We made large safety strides over the past five years, and Rave Mobile Safety has helped us as a partner, not just a vendor. We became part of their Customer Advisory Board, and they regularly solicit our feedback and update us on their technology roadmap. We tell them what works and what doesn’t, and they incorporate our input into future releases. In turn, we can plan our deployments to take advantage of features that are in the pipeline.

Digitizing the Incident Response Playbook

During one of my interactions with the Customer Advisory Board, I learned about Rave Collaborate. As the Gaithersburg system administrator, I had already assumed ownership of Rave Alert and digitized our call lists. Rave Collaborate would allow us to digitize our emergency checklists, helping to eliminate human error. When I presented the solution to Brooks, he agreed it met another pressing need.

Rave Collaborate automates the communication of critical information like emergency protocols, assigns critical tasks to the appropriate individuals, and records emergency responses and actions. Rave Collaborate digitizes the playbook and takes our people from A to Z in a crisis. We can track our activities to take the proper steps as the situation unfolds and review the situation to improve next time.

For example, we could ask why it took 10 minutes for security officers to clear the road for firefighters. We can analyze the steps leading up to the delay, review our actions, and retool our processes accordingly. 

Our Phones Went Quiet During Emergencies

It used to be that command center phone lines were filled with people asking for updates during a crisis. We had to provide information and clarification while trying to manage the situation, and emergency response managers had to juggle several responsibilities while walking personnel through crisis checklists. Now those actions happen automatically. Our managers can now monitor unfolding situations from anywhere, and they don’t have to leave meetings or interrupt their plans when they’re out of the office. Everything runs smoothly, and we’ve reduced the chance of human error because our response teams must check off items as they complete them.

It’s easier for people to think on their feet in a crisis if you present them with a clear set of action items or alternatives.

People want things to be black and white, but emergencies can unfold in different ways. It’s easier for people to think on their feet in a crisis if you present them with a clear set of action items or alternatives. With Rave Collaborate, we can create logic-based forks that allow our people to pivot depending on the situation. If an alert is triggered during business hours, they can skip to step seven. If it’s late at night, they should go to step nine. Protocol A applies if the event is at a research lab, and protocol B goes into effect if it’s at the cafeteria building or employee gym.

We analyzed response times before and after deploying Rave solutions. In the event of a power outage, it used to take a command center staffer 12–15 minutes to get through our old call trees and checklists. With Alert and Collaboration, it takes two minutes to update the template and click send. The system will automatically message and email the necessary personnel while generating location-specific and site-wide emergency notifications.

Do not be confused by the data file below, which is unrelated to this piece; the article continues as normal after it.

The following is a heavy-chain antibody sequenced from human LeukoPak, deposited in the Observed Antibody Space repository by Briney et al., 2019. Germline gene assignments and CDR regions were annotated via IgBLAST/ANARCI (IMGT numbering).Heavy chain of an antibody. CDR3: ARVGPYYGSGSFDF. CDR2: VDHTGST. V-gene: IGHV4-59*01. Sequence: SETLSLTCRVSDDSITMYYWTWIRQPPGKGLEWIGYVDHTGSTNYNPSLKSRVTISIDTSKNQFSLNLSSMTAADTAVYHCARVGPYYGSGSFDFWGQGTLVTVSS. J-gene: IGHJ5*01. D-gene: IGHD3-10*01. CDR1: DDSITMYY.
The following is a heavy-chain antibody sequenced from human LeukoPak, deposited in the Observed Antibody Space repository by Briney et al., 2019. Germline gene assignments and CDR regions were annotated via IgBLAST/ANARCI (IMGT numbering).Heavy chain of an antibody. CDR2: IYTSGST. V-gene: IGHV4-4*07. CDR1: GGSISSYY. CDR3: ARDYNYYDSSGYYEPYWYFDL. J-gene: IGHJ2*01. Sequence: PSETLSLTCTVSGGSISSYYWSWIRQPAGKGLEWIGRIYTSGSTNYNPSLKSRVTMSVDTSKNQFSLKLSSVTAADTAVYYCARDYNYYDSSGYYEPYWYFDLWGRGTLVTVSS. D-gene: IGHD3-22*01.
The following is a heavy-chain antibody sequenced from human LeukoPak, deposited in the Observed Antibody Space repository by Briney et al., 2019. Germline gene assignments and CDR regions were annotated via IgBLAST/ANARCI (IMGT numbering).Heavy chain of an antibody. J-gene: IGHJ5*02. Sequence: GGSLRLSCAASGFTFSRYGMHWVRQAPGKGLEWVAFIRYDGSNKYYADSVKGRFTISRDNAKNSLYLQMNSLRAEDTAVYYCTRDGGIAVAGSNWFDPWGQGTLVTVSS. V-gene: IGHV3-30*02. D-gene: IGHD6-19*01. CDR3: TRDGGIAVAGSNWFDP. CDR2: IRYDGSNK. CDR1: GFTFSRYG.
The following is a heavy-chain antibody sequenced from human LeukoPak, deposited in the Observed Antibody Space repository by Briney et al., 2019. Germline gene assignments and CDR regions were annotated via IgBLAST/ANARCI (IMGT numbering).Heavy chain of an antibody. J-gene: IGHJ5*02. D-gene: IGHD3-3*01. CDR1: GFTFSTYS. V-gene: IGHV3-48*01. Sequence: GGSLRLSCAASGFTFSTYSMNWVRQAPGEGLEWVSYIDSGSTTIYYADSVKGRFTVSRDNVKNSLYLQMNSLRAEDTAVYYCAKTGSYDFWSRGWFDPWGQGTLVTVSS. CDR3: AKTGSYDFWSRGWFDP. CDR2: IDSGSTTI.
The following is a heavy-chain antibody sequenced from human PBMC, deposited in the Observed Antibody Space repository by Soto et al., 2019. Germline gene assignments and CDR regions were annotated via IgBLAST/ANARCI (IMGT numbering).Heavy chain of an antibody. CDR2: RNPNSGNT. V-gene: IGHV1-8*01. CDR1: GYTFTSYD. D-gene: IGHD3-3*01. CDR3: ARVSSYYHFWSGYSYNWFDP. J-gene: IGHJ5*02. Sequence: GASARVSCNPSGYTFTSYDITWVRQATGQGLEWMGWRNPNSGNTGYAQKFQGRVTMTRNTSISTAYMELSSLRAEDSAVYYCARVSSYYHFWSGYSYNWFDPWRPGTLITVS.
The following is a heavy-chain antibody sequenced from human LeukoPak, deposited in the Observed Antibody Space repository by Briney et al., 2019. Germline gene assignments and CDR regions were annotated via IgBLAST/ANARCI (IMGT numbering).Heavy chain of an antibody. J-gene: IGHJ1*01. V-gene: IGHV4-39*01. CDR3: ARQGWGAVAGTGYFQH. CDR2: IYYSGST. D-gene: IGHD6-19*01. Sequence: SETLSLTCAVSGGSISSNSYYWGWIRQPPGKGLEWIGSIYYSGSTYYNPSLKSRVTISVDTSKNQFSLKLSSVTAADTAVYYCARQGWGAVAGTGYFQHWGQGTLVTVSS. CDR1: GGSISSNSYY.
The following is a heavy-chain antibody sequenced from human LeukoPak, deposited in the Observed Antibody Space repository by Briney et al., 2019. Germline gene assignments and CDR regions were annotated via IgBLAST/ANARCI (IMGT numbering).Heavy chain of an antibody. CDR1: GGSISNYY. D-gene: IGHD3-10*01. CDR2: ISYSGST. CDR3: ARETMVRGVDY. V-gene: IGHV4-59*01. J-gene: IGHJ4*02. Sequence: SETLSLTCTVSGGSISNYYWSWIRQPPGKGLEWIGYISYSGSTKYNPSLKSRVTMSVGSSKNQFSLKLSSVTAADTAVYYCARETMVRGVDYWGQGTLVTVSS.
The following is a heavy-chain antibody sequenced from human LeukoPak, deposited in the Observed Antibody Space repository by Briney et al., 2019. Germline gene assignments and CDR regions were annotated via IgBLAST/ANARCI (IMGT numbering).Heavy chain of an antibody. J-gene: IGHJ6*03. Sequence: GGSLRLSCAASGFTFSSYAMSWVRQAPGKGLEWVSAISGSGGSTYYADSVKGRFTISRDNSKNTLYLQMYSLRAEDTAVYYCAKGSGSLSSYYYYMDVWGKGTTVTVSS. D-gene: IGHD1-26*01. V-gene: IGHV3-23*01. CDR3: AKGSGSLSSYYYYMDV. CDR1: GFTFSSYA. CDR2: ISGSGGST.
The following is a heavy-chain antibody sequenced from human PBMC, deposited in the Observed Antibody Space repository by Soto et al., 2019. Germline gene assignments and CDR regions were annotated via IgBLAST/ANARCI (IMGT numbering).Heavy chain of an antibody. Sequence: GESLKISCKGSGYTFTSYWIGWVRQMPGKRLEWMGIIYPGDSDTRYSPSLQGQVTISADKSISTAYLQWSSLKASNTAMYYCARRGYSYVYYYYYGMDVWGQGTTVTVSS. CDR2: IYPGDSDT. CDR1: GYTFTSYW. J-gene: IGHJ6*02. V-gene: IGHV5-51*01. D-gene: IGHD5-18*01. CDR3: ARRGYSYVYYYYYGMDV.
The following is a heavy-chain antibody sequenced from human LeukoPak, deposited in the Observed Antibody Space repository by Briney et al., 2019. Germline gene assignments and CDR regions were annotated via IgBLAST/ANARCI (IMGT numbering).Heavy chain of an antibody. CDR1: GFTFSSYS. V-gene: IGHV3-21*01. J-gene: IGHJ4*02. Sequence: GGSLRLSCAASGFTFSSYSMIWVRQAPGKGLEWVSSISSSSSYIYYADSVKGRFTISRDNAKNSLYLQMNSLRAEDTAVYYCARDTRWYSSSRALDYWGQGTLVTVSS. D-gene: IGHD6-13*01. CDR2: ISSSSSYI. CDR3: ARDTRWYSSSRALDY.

What’s Next? A Personal Safety App

Our partnership with Rave Mobile Safety recently led us to AppArmor, the company’s personal safety and notification app that can be customized to our branding. When they presented it to us, we saw it could become a central hub where users could access a variety of information. We get a lot of questions—Where do I go to get a badge? How does a person get a badge? How do I register a visitor? What about parking?—and put all of the answers on our intranet, but people had to search for it. The more we discussed it, the more we thought a Gaithersburg security app would be awesome and offer something nobody else had.

In addtion to answers for common questions, we’ll also have details on booking labs and conference rooms and ordering scientific equipment. To top it all off, we’ll add information about special events like Take Your Child to Work Day and CEO Town Halls. Moving important information into the app will essentially put the AstraZeneca portal into every employee’s pocket, making it easier for personnel across our campus to be connected and informed.

Another important feature of our AppArmor tool will be our Lone Worker program. If someone is working alone in a space, they can use the app to notify the command center to check in on them periodically or track them as they walk back to their car. This capability is already built into AppArmor, so there’s no need to code an in-house app. We’re still in the customization and implementation phase of AppArmor and hoping to roll out the mobile safety app in Q3 2023. 

We’ve Come a Long Way On Our Safety Journey

Our transformation began with buy-in from our executive team. We engaged end users and stakeholders across campus, and showed them how Rave Alert, Collaborate, and AppArmor addressed our needs while fitting in with our corporate culture and values. You can’t launch large-scale initiatives like these and trust that people will adapt to something new. You must first understand expectations and demonstrate the value of these new approaches, bringing everyone on board.

We’ve also learned that a good partner is critical throughout this process. It can be hard to engage directly with safety and security vendors, but Rave emphasized partnership from day one. When they release a new feature, they ensure it works and help us make everything right. They elicit feedback and have adjusted their road map and tweaked product features to meet our needs. 

Using a great set of solutions, Brooks and I have launched mass communications as a force multiplier at AstraZeneca’s Gaithersburg campus. We have improved our response posture by communicating timely incident information to our leadership team and all relevant stakeholders. We resolve situations faster because we are no longer managing phone calls or clearing up miscommunications. We have improved in-the-moment decision-making, put everyone on the same page, and set up a region-wide backend so we can replicate this success at our other North American facilities. Our security and emergency response infrastructure is on par with a global brand like ours—and our department and our employees are better for it.